In a way, identifying the remains of Titanic victims has been a decades-long process that began when the ship sank in 1912. Although there was no genetic technology available to identify bodies distorted by six days afloat at sea, the investigators of the day had methods that are still useful to the scientists continuing this work today.
"They looked for tell-tale belongings that the victims might have had with them," says Dr. Ryan Parr of Lakehead University's paleo-DNA laboratory. "Maybe a ticket in the coat or dress pocket. In one case, a woman was identified by her shoes, where the shoes were purchased, and by the prescriptions she had on her person. Others were identified by relatives. If you look at the coroners' reports, you'll see comments like, 'this person had a tattoo,' 'this person had a distinguishing mole on the right hand.' It's a description of the body. And, you do get some sense of who was in what class based on who dressed in what manner. Those in steerage would basically be poor immigrants from various European countries while those in first-class would have been those with monetary resources. There was actually a middle class as well. That's what's so intriguing about the whole disaster. It represented a whole cross section of society. Everybody faced the same circumstances, the same danger."
There were, of course, limitations to such rudimentary investigatory techniques. Parr suspects many of the unidentified victims were crewmen who had been working in the bowels of the ship. "You probably worked in light clothing, and your papers were in your cabin. If you made it topside before the ship went down, you certainly didn't worry about your personal belongings. Also, communications weren't very fast at the time. My guess is that the authorities wouldn't have known who to contact. They had a passenger list, but I'm not sure that anyone put down the names of emergency contacts. Today, we always do that, but not back then. And to actually make an identification you would have to make a physical identification, someone would have to look at the body and claim it. These were poor immigrants and their families probably weren't even made aware of the disaster in a timely, official fashion, hence, bodies were buried before relatives heard about it or could even arrange to come to Halifax."
Thanks to historian Alan Ruffman's work recovering the original coroners' reports from the Public Archives of Nova Scotia, Parr has been able to apply his expertise in modern DNA analysis to continue the work of Titanic's first investigators. Naturally, there are still limitations to what he can do. "The problem with DNA analysis is that, like any venerable artifact, DNA falls apart over time, and so it must be reconstructed," he says. "When DNA degrades, it usually just leaves you with short, small pieces."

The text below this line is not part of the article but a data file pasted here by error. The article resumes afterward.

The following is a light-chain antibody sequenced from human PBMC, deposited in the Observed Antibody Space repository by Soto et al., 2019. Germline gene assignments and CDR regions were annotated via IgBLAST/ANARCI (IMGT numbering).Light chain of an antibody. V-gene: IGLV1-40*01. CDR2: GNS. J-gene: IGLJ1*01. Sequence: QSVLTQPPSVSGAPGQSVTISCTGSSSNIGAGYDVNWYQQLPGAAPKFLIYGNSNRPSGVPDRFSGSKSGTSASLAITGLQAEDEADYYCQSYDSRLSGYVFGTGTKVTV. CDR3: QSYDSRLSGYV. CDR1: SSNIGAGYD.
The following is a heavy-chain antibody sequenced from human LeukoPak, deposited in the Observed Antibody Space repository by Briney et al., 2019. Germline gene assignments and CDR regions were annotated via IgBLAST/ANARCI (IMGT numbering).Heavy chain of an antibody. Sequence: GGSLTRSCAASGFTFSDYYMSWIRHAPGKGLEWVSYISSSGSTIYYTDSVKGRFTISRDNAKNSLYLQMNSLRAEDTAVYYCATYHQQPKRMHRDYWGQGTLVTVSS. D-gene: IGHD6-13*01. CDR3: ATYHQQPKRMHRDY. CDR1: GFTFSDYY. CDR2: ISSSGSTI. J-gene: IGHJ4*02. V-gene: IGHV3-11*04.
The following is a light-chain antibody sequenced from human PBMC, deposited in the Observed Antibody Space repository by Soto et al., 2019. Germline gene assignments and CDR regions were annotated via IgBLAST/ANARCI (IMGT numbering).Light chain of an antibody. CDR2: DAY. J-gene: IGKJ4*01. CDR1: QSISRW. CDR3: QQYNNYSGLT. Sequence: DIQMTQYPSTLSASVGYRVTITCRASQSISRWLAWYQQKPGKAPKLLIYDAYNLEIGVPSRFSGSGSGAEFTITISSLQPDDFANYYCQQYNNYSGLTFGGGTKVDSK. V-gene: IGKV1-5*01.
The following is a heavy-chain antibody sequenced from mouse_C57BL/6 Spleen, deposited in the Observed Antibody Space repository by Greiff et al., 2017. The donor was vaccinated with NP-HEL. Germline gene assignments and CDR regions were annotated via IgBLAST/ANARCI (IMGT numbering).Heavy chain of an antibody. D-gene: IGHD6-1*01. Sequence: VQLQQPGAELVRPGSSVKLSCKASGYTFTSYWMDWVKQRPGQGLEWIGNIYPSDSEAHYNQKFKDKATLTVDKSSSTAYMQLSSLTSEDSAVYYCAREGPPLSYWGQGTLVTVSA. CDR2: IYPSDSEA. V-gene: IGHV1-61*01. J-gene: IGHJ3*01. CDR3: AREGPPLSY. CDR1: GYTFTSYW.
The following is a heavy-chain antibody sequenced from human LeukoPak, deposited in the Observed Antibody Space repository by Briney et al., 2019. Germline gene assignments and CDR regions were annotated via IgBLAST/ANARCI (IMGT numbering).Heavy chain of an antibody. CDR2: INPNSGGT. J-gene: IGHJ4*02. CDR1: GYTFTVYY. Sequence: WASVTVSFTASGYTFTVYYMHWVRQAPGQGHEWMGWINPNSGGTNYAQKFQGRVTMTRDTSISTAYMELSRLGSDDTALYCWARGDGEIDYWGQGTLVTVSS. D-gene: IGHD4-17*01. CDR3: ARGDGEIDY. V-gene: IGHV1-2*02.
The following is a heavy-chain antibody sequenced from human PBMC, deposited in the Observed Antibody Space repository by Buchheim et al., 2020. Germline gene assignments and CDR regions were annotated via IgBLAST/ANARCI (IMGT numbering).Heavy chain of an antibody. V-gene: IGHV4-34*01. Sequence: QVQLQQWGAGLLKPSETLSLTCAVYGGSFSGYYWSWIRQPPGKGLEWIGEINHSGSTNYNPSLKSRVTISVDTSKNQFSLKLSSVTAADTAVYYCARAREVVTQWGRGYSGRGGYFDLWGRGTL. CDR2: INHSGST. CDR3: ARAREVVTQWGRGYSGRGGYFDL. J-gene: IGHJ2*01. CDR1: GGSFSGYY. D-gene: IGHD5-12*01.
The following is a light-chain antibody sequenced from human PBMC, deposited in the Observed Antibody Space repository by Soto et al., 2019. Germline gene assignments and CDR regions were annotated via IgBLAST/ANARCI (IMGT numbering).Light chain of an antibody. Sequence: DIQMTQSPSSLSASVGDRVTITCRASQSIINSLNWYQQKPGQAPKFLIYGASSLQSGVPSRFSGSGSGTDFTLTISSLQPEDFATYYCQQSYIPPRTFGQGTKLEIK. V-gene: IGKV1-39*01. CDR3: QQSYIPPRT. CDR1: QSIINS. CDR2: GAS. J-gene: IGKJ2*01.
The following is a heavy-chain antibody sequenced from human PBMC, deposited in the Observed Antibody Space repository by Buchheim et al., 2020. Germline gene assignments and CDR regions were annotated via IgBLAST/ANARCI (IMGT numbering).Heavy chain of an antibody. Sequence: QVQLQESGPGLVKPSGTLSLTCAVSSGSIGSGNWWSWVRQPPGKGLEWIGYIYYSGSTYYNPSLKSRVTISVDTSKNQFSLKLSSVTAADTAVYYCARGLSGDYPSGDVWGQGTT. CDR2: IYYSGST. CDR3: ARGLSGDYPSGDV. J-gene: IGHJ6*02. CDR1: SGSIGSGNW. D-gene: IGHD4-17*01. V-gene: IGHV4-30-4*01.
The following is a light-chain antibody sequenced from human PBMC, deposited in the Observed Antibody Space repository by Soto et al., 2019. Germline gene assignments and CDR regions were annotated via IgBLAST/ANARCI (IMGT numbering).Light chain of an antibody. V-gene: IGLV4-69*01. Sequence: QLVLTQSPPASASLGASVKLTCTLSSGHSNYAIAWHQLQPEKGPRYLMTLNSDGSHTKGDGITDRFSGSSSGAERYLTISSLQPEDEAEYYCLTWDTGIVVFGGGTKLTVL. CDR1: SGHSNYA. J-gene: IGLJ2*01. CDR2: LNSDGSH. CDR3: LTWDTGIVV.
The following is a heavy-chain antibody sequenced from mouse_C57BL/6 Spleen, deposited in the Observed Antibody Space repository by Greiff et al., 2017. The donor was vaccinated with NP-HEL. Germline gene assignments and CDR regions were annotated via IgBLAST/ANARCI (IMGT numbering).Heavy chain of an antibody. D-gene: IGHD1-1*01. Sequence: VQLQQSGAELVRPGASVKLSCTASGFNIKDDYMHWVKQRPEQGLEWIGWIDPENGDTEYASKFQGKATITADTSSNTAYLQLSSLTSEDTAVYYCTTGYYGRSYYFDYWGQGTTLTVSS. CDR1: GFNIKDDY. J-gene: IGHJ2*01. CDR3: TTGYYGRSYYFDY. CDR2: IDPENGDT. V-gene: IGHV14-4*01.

Once mitochondrial DNA has been obtained from a maternal relative and the remains of the Titanic victims themselves, Parr puts these pieces together. "If a living maternal relative is willing to participate, the 'family names' inscribed in the DNA can be compared. In this way family identifications can be made. In a sense, it's like interviewing the dead ... asking them who they are. In the case of 'an unknown child,' there were some modest remains left from which to attempt DNA recovery. This material is treated chemically to extract DNA, while trying to eliminate everything that isn't DNA. Hopefully you are left with DNA that is intact enough to 'copy' and compare to a maternal relative."
Although Parr concedes that, "the chances of your lost relative being one of the unknowns are very, very slim," that reality hasn't prevented families from participating in the DNA testing. "It happened 90 years ago, but to many people with relatives who actually had to deal with the loss of a loved one, it's still with them. The sense of family with these people is very strong. For example, there was a man in Halifax who chained himself to the grave marker of the unknown child and said, 'I'm not going to let them do this exhumation, because I've appointed myself caretaker of this child.' And I called the relatives in Sweden and I told them there might be a lot of controversy surrounding the exhumation and I asked them whether they were sure they wanted to go ahead with things. And one of them said he was incensed that someone would claim this spot of land, which potentially held the remains of his relative. And he said he was sure he wanted to continue with the identification process, because if this unknown child was his relative, he deserved a name. There are a lot of people who have a romantic fascination with the Titanic, but the victims were real people, and when the ship went down, there were a lot of individuals and families left to deal with the tragedy. There is never anything romantic about that aspect of it."